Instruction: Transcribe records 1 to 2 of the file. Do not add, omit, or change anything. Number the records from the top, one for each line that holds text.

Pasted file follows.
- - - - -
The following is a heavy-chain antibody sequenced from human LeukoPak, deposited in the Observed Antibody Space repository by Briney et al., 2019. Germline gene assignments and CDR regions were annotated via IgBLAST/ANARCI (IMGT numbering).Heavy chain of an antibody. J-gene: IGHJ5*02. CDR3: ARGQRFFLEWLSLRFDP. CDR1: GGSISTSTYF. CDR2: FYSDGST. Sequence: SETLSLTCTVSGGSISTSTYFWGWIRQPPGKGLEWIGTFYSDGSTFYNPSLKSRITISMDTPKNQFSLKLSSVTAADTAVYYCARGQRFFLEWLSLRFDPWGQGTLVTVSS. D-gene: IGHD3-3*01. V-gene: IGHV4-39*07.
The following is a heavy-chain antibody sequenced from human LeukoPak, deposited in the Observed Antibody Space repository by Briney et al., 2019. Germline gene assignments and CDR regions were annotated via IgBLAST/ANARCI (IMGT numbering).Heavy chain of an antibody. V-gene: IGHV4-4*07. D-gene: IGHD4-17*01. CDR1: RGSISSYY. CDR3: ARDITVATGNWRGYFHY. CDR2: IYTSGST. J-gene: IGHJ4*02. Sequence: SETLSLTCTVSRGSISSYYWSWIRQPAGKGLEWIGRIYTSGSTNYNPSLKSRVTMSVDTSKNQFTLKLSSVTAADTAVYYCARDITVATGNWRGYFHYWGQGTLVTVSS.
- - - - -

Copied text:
The following is a heavy-chain antibody sequenced from human LeukoPak, deposited in the Observed Antibody Space repository by Briney et al., 2019. Germline gene assignments and CDR regions were annotated via IgBLAST/ANARCI (IMGT numbering).Heavy chain of an antibody. J-gene: IGHJ5*02. CDR3: ARGQRFFLEWLSLRFDP. CDR1: GGSISTSTYF. CDR2: FYSDGST. Sequence: SETLSLTCTVSGGSISTSTYFWGWIRQPPGKGLEWIGTFYSDGSTFYNPSLKSRITISMDTPKNQFSLKLSSVTAADTAVYYCARGQRFFLEWLSLRFDPWGQGTLVTVSS. D-gene: IGHD3-3*01. V-gene: IGHV4-39*07.
The following is a heavy-chain antibody sequenced from human LeukoPak, deposited in the Observed Antibody Space repository by Briney et al., 2019. Germline gene assignments and CDR regions were annotated via IgBLAST/ANARCI (IMGT numbering).Heavy chain of an antibody. V-gene: IGHV4-4*07. D-gene: IGHD4-17*01. CDR1: RGSISSYY. CDR3: ARDITVATGNWRGYFHY. CDR2: IYTSGST. J-gene: IGHJ4*02. Sequence: SETLSLTCTVSRGSISSYYWSWIRQPAGKGLEWIGRIYTSGSTNYNPSLKSRVTMSVDTSKNQFTLKLSSVTAADTAVYYCARDITVATGNWRGYFHYWGQGTLVTVSS.